Change we can believe in
The Bucs' roster looks like the NFL equivalent of fantasy football's "stars and scrubs" strategy. They have big-name top-tier talent like Gerald McCoy, Lavonte David and Mike Evans. And they don't have much else. Enter No. 1 overall pick Jameis Winston, immediately the biggest star for a franchise that struggles to hold the attention of their local fans, much less the national public. Despite all the faces to put on season tickets, there's little reason to think the Bucs have demonstrably improved.
They are banking on rookies (left tackle Donovan Smith, guard Ali Marpet) to improve a beleaguered offensive line. They are banking on old pals of coach Lovie Smith (defensive tackle Henry Melton, safety Chris Conte) to fill out the defense. Getting rid of some of last year's big free agent pickups (defensive end Michael Johnson, tackle Anthony Collins) proves this is an organization trying to find itself.
The Bucs need to give Winston a legitimate chance to succeed because he will be prone to rookie mistakes. His aggressiveness is a gift and a curse, and there's little reason to think his teammates will bail him out. The whole point of hiring Lovie Smith was to cut down on drama and bring in a proven defensive system. There's little evidence that the defense is getting better, though, and most of his acquisitions have been disasters. (Cornerback Alterraun Verner remains on the team, but didn't earn his money last year.)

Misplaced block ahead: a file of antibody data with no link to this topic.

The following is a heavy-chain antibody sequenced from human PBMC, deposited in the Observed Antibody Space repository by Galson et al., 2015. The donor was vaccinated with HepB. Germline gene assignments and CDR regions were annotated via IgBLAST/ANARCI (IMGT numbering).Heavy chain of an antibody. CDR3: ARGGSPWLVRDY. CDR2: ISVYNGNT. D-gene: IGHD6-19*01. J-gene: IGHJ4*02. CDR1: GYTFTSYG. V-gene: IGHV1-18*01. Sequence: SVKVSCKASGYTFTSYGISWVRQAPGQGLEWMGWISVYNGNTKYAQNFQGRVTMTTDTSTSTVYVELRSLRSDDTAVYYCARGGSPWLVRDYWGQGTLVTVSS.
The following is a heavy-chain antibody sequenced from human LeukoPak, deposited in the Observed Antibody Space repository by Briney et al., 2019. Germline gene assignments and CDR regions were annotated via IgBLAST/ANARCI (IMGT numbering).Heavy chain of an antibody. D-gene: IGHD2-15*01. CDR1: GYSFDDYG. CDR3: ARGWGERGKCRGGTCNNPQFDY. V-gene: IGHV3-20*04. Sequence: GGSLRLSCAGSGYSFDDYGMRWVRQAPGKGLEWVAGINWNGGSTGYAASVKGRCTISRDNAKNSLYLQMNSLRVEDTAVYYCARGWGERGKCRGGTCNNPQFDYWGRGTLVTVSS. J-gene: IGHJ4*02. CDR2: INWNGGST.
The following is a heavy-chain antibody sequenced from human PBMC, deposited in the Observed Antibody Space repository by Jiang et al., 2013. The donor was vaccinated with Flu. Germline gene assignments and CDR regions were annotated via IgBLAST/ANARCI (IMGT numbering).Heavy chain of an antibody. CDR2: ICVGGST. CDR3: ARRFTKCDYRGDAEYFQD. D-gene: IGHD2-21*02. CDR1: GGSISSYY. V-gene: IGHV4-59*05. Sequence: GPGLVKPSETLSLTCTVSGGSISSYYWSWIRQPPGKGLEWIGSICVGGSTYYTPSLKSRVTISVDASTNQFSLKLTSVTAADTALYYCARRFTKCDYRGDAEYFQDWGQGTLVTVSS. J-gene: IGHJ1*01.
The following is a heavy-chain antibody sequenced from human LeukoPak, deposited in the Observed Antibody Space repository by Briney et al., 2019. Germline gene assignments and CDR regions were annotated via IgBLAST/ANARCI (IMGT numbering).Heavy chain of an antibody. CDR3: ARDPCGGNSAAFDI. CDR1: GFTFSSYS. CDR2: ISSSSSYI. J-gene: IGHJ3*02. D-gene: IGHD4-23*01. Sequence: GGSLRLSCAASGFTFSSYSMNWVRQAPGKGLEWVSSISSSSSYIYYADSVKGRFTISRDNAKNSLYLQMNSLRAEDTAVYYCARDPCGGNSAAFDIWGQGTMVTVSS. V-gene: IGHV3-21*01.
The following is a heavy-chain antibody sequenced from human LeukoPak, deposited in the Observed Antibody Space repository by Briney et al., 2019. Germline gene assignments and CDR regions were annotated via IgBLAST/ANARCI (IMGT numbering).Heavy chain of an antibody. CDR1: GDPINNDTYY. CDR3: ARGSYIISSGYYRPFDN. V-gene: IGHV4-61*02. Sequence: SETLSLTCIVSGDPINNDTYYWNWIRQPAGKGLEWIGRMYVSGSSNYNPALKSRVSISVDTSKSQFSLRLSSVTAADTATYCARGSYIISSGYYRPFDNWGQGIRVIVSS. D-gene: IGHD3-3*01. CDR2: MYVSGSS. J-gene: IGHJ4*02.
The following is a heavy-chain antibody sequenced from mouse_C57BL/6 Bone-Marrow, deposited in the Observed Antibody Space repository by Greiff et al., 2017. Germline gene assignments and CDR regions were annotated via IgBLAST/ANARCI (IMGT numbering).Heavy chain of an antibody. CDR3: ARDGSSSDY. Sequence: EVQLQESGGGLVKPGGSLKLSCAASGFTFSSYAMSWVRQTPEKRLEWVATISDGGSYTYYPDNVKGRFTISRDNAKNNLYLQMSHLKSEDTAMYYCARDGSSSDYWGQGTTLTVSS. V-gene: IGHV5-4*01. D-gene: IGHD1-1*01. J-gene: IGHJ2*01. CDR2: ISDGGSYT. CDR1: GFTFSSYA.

Winston needs his defense to win games, which is hard to imagine when they don't have any pure outside pass rushers. Danny Lansanah was found money at linebacker last year, forming a great duo outside with Lavonte David. There's just not enough to like up front other than McCoy, and not enough proof the defensive roster is better. That's what happens when you spend 11 of your last 12 picks on improving the offense.
Training camp surprise
Offensive coordinator Dirk Koetter begged the team to retain running back Doug Martin, and the 2012 first-round pick has returned the favor with a huge offseason. He lived up to all his minicamp season hype with a strong training camp and preseason. Anyone watching the preseason games sees his old short area quickness is back. He'll need it, because this offensive line is unlikely to open up huge holes.
What we'll be saying in February
We'll be wondering how patient the Glazers will be with this latest Bucs reboot. Smith might provide less drama than Raheem Morris and Greg Schiano, but he's winning fewer games.
Predicted finish: Last in NFC South, No. 15 in the NFC, No. 31 overall in Around the NFL's Power Poll